by Monte Merrick
Last week, I initiated a petition on Change.org, as an individual, to the three people responsible for the Department of Agriculture’s ‘wildlife damage control’ program, known as Wildlife Services. Secretary of Agriculture, Tom Vilsack; USDA-APHIS, administrator Kevin Shea; and APHIS Wildlife Services deputy administrator, William (Bill) H. Clay. (read the petition, read more about Wildlife Services)
Within a day, the petition had gathered 500 signatures. At about the time that it passed that number, 500, I received an email from Bill Clay, deputy administrator for USDA-APHIS Wildlife Services. While it’s odd that he has replied directly to me, rather than to Change.org, which also didn’t share my email address, I am glad that USDA staff are aware that public light is being cast on Wildlife Services.
In any case, Bill Clay wrote to me, and I wrote him back. Here’s what we had to say to each other:
On 20 Jun 2014, , at 12:39, Clay, Bill H – APHIS wrote:
In regards to your Change.Org petition expressing concerns over our program, let me address some of your concerns by clarifying the misinformation that you have heard or read about the Wildlife Services (WS). First, WS works closely with State and Federal wildlife agencies which regulate resident and migratory birds and threatened and endangered species and which set management goals for various wildlife populations. The professional wildlife agencies strongly support our program and recognize the need to manage wildlife damage as part of responsible wildlife management and the North America model of wildlife management. Lethal take is an important component of wildlife management.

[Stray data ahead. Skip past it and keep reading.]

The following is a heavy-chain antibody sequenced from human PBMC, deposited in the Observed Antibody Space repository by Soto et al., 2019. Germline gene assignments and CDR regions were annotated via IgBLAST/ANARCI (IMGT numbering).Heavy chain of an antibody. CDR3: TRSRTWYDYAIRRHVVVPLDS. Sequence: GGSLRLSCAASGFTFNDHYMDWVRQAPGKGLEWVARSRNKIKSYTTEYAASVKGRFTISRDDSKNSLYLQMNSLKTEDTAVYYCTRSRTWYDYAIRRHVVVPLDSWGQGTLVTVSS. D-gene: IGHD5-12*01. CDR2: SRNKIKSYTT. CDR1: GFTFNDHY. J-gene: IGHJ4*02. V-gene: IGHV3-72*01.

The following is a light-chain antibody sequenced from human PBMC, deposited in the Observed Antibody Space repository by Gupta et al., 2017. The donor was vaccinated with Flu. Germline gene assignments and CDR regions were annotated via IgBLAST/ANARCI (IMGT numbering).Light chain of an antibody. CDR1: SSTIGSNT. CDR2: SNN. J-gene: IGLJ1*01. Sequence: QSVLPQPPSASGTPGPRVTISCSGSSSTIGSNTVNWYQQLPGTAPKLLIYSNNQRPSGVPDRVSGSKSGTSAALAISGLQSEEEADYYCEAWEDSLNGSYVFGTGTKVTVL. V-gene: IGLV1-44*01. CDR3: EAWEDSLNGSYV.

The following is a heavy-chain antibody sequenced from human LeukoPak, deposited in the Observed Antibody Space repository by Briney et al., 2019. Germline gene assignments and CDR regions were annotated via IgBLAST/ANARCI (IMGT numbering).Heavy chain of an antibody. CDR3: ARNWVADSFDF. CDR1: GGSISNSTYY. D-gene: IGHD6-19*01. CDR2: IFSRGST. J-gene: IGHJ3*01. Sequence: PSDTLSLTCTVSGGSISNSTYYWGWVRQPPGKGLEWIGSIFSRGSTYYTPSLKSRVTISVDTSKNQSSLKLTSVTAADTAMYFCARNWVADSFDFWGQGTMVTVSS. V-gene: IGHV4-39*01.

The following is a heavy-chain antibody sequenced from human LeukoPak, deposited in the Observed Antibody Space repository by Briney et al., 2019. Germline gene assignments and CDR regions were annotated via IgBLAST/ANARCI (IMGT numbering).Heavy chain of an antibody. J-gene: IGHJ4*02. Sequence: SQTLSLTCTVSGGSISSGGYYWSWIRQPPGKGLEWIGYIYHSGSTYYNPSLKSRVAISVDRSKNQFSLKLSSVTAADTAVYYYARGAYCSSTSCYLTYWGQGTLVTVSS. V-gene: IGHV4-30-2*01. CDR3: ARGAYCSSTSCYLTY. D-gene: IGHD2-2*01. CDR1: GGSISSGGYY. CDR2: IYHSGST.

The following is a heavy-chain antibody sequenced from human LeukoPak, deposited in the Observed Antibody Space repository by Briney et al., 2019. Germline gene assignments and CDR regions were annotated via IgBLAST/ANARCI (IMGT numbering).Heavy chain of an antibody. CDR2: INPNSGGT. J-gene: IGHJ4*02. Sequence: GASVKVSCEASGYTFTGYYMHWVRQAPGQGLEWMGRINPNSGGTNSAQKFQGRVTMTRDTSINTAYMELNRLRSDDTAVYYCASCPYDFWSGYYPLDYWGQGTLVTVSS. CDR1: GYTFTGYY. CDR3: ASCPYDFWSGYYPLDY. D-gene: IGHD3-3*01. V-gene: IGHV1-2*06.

While the concern expressed regarding the lethal removal of over 4 million animals during an entire year over the entire United States is noble, it indicates a lack of understanding of overall wildlife populations, mortality, recruitment and population dynamics. Quoting raw numbers, taken out of context, without indicating the overall wildlife population or other sources of species mortality is irresponsible. Although it generates an emotional response it does not indicate the overall impact to wildlife populations. For example, cats kill from 1.3 to 4.0 billion birds each year in the United States. Hunters harvest over 50 million mourning dove each year out of a population estimated to be well over 300 million birds. More than one million deer-vehicles collisions occur annually, often deadly to deer, which have a population of over 30 million deer. Disease, predation, age, and many factors all contribute to wildlife mortality.
Our lethal take last year involved the removal of approximately 3.5 million birds, nearly 80% of which were invasive species. A Presidential Executive Order 13112 on Invasive Species (Section 2) clearly directs Federal agencies to control invasive species and prevent their spread. I understand that many people object to the use of lethal control; however, regulated hunting and trapping is an important tool to manage overabundant wildlife populations and is supported by professional wildlife biologists and wildlife agencies that are mandated to manage them.